Last year Presbyterian Church (USA) gave contributions to support The Road to Life Yard-Papaye, an integrated sustainable agricultural development program in Haiti which includes organic farming and Moringa Trees through MPP-Mouvman Peyizan Papay.

I thought you would like to know what a helpful contribution you bring through your purchases to help God's children to become self sufficient.

In Christ, all things are possible.
In peace and joy.  Diane

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Monday, September 16, 2013

3.  Fruitfulness Principle:  (Part three of a piece from Calvin B. DeWitt)

The fish of the sea and the birds of the air, as well as people, are given God's blessing of fruitfulness.  In Genesis 1:20 and 22 God declares, "Let the water teem with living creatures, and let birds fly above the earth across the expanse of the sky."  And then God blesses these creatures with fruitfulness;"Be fruitful and incraese in number and fill the water in the seas, and let the birds increase on the earth."  God's Creation reflects God's fruitful work--God's fruitful work of giving to land and life what satisfies.  As it is written in Psalm 104, "He makes springs pour water into the ravines; it flows between the mountains.  They give water to all the beasts of the field; the wild donkeys quench their thirst.  The birds of the air nest by the waters; they sing among its branches.  He waters the mountains from his upper chambers; the earth is satisfied by the fruit of his work."  And Psalm 23 describes how our providing God "...makes me lie down in green pastures,...leads me beside still waters,...restores my soul."

As God's fruitful work brings fruit to Creation, so too should ours. As God provides for the creatures, so should we people who were created to reflect God whose image we bear.  Imaging God, we too should provide for the creatures.  And, as Noah spared no time, expense, or reputation when God's creatures were threatened with extinction, neither should we.  Deluges--in Noah's time of water, and in our time of floods of people--sprawl over the land, displacing God's creatures, limiting THEIR potential to obey God's command,"be fruitful and increase in number."  To those who would allow a human flood across the land at the expense of all other creatures, the prophet Isaiah warns: "Woe to you who add house to house and join field to field till no space is left and you live alone in the land." (Isaiah 5:8)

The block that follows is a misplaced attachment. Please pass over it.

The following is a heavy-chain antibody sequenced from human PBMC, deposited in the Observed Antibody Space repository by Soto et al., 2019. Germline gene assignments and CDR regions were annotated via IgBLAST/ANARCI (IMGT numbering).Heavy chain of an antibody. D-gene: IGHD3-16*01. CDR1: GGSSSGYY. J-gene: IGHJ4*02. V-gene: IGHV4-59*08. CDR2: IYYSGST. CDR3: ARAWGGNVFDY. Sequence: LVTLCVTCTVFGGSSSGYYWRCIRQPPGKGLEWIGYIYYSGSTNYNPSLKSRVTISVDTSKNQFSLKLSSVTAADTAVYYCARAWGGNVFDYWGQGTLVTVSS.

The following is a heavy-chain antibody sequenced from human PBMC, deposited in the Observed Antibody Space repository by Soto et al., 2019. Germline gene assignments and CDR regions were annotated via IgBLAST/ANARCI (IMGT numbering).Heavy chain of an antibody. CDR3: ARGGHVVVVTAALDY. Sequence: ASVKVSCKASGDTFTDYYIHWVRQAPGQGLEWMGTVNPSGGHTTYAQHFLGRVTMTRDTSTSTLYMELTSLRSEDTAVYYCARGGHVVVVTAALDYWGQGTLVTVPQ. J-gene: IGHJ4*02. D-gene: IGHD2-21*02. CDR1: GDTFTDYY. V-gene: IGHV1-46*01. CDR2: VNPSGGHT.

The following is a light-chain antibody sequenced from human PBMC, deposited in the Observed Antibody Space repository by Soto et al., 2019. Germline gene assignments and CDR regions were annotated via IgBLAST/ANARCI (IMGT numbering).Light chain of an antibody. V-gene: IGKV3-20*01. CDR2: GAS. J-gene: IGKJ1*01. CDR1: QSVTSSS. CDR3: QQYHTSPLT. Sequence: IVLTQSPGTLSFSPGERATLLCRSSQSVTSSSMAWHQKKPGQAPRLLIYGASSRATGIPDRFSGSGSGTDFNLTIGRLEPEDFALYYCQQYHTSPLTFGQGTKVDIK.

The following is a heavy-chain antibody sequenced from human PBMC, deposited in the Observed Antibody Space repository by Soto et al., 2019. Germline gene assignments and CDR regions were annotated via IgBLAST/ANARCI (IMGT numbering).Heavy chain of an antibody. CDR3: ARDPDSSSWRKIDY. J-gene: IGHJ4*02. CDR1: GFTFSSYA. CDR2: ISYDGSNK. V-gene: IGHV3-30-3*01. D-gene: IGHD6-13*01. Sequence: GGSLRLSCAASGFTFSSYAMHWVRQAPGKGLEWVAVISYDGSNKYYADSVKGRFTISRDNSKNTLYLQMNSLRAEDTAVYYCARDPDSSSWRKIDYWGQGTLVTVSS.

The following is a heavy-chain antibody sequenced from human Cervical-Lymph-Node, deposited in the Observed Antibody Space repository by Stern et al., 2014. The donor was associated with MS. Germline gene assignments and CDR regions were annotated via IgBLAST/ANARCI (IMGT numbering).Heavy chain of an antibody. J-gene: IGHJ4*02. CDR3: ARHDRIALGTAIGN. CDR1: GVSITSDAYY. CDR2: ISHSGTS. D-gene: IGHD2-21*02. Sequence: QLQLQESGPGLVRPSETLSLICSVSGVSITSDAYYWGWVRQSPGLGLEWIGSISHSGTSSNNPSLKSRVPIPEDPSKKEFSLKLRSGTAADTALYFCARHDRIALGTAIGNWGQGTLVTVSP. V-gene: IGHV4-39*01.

Thus, while expected to enjoy Creation, while expected to partake of Creation's fruit, we may not destroy the fruitfulness upon which Creation's fullness depends.  We must, with Noah, save the species whose interactions with each other, and with land and water, form the fabric of the biosphere.  We should let the profound admonition of Ezekiel 34:18 reverberate and echo in our minds:

"Is it not enough for you to feed on the green pastures?
Must you also trample them with your feet?
"Is it not enough for you to drink the pure water?
Must you also muddy it with your feet?"
Copyright Au Sable Institute of Environmental Studies.